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Memo offers first peek at recipients of guaranteed income program

Tuesday, November 8, 2022 by Chad Swiatecki

Early data from the city’s guaranteed income pilot program show that the $1,000 monthly payments are reaching residents with acute financial needs and varying degrees of housing instability.

A memo released last week by the Equity Office included some of the first findings from surveys taken in September as the 135 participating households were receiving their first payments. The data, collected by Washington, D.C.-based Urban Institute, showed 30 percent of the recipients have a household income of less than $10,000, while 51.8 percent bring in less than $15,000 per year.

Public benefits are also commonplace for program participants, with 49.4 percent receiving medical assistance, 28.3 percent receiving food assistance and 22.2 percent receiving housing support.

More data from the initial round of surveys is expected to be released toward the end of this month, with the next round of surveys due to go out to participants in March after six months of payments. The Equity Office and nonprofit group UpTogether are partnering in administering the pilot program, and hope to discover the results cash payments can have on extremely low-income residents as well as how the payments impact larger communities.

City Council approved the program’s creation in May with funding to cover 85 households. The St. David’s Foundation contributed funding for an additional 50 participants.

In May, the city will receive a six-month summary with initial recommendations regarding the program, with a 12-month analysis due in February 2024 and a final report scheduled for later that summer.

Fay Walker, a research associate for Urban Institute, said Austin’s program is unique because it is municipally funded with the built-in potential for expansion in the future.

“For a city, if the pilot works well and they meet the goals they’ve set out, then the city has greater capacity to scale up that pilot with greater potential for policy change down the road.”

As the cost of living has skyrocketed in recent years, much of the economic insecurity the program aims to remedy is rooted in housing instability, another component of Austin’s program that makes it different from other cities that simply want to get cash into the hands of needy residents.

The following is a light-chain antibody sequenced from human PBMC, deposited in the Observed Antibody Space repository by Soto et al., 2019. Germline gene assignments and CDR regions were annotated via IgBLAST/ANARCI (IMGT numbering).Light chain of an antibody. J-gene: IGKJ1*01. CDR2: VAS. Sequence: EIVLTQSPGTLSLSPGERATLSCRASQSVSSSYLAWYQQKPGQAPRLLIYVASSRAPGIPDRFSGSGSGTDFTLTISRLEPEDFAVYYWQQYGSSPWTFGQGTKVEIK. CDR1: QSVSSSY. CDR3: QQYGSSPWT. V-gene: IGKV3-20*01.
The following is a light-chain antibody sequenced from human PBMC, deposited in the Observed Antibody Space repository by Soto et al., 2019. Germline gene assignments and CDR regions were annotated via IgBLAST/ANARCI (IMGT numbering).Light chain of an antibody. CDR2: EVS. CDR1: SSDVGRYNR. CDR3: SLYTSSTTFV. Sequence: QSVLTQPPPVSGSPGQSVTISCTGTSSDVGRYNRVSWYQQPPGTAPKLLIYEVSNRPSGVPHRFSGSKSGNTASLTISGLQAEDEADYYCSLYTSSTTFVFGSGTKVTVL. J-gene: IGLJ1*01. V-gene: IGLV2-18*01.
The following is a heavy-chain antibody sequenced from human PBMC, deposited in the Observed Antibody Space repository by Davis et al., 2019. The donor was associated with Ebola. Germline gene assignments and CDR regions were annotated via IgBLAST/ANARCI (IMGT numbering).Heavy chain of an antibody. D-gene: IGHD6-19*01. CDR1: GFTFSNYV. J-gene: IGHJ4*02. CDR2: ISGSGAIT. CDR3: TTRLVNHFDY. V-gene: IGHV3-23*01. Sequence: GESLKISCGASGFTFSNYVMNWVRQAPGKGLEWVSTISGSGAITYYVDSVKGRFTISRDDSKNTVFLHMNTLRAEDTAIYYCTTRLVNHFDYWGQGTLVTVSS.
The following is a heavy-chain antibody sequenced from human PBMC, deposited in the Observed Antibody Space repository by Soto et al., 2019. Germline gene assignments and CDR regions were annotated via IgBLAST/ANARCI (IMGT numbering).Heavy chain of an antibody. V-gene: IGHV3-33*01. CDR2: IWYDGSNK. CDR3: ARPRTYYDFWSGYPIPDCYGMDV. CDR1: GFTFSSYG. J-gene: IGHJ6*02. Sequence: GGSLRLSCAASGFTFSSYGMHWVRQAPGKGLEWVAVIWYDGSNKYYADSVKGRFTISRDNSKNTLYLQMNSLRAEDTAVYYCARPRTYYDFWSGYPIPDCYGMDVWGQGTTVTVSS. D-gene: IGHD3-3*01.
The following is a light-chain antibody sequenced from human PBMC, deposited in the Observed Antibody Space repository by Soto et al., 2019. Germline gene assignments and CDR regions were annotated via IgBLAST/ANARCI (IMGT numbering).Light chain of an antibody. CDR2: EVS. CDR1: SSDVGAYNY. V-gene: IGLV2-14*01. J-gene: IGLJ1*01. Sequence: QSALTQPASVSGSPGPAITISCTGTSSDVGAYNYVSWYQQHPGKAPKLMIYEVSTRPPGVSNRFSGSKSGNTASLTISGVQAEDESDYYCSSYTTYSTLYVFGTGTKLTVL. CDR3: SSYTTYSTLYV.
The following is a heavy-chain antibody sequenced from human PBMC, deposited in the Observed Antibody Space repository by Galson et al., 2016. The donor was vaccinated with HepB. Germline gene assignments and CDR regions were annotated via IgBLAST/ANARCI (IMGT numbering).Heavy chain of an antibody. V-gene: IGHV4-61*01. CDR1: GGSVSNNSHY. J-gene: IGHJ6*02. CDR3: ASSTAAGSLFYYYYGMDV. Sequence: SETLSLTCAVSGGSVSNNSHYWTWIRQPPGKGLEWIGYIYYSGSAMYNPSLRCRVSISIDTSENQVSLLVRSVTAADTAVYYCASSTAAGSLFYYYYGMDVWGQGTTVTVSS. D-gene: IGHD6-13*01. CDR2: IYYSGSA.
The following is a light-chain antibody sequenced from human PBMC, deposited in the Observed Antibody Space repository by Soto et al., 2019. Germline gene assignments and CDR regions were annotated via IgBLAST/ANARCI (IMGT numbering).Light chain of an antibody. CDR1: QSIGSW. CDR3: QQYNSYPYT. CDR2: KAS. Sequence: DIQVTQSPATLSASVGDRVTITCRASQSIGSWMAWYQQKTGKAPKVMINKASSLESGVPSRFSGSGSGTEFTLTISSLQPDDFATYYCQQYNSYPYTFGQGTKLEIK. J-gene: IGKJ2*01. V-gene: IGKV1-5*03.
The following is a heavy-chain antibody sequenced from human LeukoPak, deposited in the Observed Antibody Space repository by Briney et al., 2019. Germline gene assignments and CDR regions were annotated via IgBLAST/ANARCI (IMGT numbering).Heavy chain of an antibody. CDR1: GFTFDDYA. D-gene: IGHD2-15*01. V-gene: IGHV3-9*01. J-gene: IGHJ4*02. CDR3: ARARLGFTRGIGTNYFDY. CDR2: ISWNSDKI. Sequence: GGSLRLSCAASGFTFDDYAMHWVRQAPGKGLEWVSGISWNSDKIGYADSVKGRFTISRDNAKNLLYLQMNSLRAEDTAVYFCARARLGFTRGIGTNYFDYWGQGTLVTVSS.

“Austin’s focus on housing stability is fairly unique,” Walker said. “A lot of pilots are focused on general economic stabilization and mobility, but Austin really built into the program that it was about ensuring housing stability. That focus, even if it’s not out of line with other cities, it’s unusual to have that specific focus.”

Kellee Coleman, interim chief equity officer, said the program will paint a clear picture of how those in need intend to make the most of the extra income, and what needs they are unable to meet without comprehensive assistance.

“The indicators are connected to how has this investment in our community been able to keep people afloat and give a little bit of mobility at a time when there is not a lot of options. This program can really be a way to get people the help they need when there isn’t a lot out there,” she said.

“It also begs the point that folks need more than just one thing. The data from Urban Institute and UpTogether does a great job of illustrating that we need systemic help. We need these dollars invested in the community along with other programs that help people.”

Future surveys and data gathering for the program will include in-person interviews with participants, which Coleman said will be helpful in getting insights into specific households and how they are coping with the rising cost of living in Austin.

“I want to hear what the people are saying. For a lot of people it’s really about the numbers, but this is also about people and we often miss that. I want to hear about the amazing, creative things people are doing to make it here in Austin in a moment when it is harder than ever.”

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